Major Causes of Bank failure in Nigeria

Last Updated on June 4, 2024 by admin

 

You will learn the cause of bank distress and failure in Nigeria from this post. The identification of principal factors in bank failure is usually an empirical issue. Distress in Nigeria’s banking system should have been known to emanate from a number of inter-related factors such as institutional factors ,Economic and political factors and regulatory and supervision measures.

However, there has been a debate about the major causes of bank failure ,while bankers usually blame the failure on external factors such as inappropriate government policies, supervision attributed bank failure to poor management and depositors invariably blame inadequate supervision and weak management.

 

 3 Major Causes of Bank failure in Nigeria

 

1 Regulatory and Supervisory

The various policy reforms introduced by the government and the CBN in rapid succession and the technological changes appeared to have put the regulatory and supervisory framework under several stress. as the regulatory framework was unable to keep pace with the rapid changes in the banking industry. while, supervisory resources were overstretched especially as a result of phone mental growth in the number of banks and Non bank financial institutions.

2. Institutional Factors.

i : There are endogenous factors which are largely within the control of the owners and management of the bank. They are also the most profound factors that led to the distress condition. This assertion is corroborated by the finding of an empirical study on the cause and dept of distress in the financial services.

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The Major institution factors and the extent to which they contributed to distress in the banking industry had been analyzed as follows.

ii Abuse ownership and weak Board of Directors.: In Nigeria, the extent of abusive tendencies vary with the nature of the ownership of distress banks and they include the following.

The private owned bank were inflicted by undue interference and passive influence dominant shareholders such as shareholders were unable to recruit and or retain competent management team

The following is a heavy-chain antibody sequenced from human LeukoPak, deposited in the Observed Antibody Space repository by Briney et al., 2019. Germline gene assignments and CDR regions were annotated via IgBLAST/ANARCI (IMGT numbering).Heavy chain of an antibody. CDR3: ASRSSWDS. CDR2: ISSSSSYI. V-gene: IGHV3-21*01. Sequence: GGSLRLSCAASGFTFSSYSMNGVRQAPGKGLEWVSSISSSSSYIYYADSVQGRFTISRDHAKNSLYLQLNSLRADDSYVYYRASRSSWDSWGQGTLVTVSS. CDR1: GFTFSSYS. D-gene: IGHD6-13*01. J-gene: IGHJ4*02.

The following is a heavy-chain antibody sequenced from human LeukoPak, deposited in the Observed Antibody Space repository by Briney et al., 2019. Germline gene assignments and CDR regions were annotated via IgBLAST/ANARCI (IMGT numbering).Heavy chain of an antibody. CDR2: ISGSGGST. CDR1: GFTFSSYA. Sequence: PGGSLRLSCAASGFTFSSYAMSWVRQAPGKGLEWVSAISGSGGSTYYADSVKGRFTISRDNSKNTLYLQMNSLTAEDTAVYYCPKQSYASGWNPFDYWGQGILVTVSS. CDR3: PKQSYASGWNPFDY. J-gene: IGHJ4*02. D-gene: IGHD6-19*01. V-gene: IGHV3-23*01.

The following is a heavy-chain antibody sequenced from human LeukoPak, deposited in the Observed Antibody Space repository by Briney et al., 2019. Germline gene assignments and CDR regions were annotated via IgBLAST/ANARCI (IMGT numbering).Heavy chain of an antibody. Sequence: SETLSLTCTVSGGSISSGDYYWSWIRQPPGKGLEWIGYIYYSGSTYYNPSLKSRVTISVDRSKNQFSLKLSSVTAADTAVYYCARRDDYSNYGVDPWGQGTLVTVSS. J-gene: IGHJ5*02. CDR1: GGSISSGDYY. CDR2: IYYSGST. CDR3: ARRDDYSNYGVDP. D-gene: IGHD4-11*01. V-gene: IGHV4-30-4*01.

ii] Many owners and directors abused or misused their privileged position or breached their fiduciary duties by engaging in self serving activities of granting of unsecured credit facilities to owners, directors and related companies which some cases were in excess of their bank’s statutory lending limits in violation of the provision of the bank and other financial act BOFIA of 1991 as amended.

iii] Granting of interest waivers on non-performing insider credits without obtaining the CBN approval as required by BOFIA

iv] Diversion or conversion of bank’s resources to service their other business interests such as allocation of foreign exchange without naira cover to insiders which later crystallized as hard core debts.

v] Compelling their banks to directly finance trading activities either through the banks or other proxy companies ,the benefits of which did not accrue to the banks. Where losses incurred , they were passed to the banks.

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VI ] Loans were granted without collateral and even where secured, the collateral were found to be inadequate or non-existent. Credit administration was found to be weak as credit was not being properly appraised and monitored.

Lending to the government and their related agencies also contributed to the distressed condition of many banks in Nigeria .As part of the supervision measure aimed at addressing the distress in the banking system.